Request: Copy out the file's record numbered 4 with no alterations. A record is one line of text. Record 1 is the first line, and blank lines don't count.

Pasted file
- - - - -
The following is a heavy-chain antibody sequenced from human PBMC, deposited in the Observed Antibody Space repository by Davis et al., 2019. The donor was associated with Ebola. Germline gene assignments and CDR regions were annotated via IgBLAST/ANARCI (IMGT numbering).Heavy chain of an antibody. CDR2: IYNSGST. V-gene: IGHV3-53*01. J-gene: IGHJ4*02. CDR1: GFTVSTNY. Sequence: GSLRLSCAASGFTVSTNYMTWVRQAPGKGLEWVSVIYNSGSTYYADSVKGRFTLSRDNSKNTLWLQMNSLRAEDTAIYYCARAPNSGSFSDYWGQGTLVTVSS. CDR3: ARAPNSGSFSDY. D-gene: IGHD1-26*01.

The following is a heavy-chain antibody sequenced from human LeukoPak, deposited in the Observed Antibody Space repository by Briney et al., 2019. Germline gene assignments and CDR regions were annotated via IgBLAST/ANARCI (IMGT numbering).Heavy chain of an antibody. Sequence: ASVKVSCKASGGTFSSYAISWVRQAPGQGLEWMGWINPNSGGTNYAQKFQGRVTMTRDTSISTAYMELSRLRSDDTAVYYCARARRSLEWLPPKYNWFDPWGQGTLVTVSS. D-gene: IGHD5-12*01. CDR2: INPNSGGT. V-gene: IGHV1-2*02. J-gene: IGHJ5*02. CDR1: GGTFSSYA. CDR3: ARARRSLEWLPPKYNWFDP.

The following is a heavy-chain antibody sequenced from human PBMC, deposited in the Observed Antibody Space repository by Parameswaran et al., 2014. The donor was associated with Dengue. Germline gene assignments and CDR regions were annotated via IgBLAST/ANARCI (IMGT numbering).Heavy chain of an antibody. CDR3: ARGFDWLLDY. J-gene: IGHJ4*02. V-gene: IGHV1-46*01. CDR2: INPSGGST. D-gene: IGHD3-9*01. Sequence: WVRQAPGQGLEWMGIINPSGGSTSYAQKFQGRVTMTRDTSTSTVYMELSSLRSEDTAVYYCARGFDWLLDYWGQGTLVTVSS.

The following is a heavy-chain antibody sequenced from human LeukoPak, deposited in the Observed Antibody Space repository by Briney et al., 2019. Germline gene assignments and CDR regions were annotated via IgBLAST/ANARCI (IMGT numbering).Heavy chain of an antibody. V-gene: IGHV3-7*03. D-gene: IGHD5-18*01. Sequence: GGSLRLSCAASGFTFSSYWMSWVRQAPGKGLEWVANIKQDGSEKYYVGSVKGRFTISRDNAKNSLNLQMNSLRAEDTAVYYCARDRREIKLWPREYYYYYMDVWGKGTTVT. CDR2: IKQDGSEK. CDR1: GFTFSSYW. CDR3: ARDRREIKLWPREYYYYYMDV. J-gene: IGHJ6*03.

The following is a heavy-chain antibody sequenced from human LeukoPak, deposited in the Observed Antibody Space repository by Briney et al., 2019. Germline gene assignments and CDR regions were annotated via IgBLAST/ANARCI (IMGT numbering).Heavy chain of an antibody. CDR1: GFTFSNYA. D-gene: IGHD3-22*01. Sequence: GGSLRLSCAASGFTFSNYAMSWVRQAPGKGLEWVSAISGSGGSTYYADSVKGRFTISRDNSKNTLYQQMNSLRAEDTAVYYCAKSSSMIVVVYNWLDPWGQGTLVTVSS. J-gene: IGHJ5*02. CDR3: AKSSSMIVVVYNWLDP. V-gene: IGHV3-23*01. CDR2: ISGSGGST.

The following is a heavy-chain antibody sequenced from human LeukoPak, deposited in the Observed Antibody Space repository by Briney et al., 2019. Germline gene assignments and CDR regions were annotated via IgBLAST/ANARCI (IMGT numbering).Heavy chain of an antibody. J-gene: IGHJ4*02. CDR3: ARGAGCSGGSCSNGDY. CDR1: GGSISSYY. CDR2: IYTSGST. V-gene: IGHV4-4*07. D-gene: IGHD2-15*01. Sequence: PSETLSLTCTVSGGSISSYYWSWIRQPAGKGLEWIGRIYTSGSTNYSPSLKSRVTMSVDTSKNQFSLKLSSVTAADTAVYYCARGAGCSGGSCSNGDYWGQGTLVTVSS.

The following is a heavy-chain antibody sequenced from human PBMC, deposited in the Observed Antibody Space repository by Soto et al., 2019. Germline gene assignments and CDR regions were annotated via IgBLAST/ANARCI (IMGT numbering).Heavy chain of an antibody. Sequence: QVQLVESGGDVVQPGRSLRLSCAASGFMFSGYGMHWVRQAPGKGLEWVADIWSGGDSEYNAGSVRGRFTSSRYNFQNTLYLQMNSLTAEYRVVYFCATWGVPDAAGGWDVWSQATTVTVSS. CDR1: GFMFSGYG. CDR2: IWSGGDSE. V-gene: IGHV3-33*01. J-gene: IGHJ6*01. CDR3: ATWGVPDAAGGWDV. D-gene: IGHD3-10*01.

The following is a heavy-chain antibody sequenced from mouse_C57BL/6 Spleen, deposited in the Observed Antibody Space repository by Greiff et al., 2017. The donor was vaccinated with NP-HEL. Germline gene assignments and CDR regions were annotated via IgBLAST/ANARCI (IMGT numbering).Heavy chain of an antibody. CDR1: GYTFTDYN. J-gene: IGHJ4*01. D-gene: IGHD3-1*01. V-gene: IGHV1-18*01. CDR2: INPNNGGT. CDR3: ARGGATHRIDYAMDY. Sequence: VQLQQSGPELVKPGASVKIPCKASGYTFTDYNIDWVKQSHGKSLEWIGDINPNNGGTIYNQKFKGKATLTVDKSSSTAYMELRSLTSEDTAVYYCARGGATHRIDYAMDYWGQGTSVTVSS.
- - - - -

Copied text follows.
The following is a heavy-chain antibody sequenced from human LeukoPak, deposited in the Observed Antibody Space repository by Briney et al., 2019. Germline gene assignments and CDR regions were annotated via IgBLAST/ANARCI (IMGT numbering).Heavy chain of an antibody. V-gene: IGHV3-7*03. D-gene: IGHD5-18*01. Sequence: GGSLRLSCAASGFTFSSYWMSWVRQAPGKGLEWVANIKQDGSEKYYVGSVKGRFTISRDNAKNSLNLQMNSLRAEDTAVYYCARDRREIKLWPREYYYYYMDVWGKGTTVT. CDR2: IKQDGSEK. CDR1: GFTFSSYW. CDR3: ARDRREIKLWPREYYYYYMDV. J-gene: IGHJ6*03.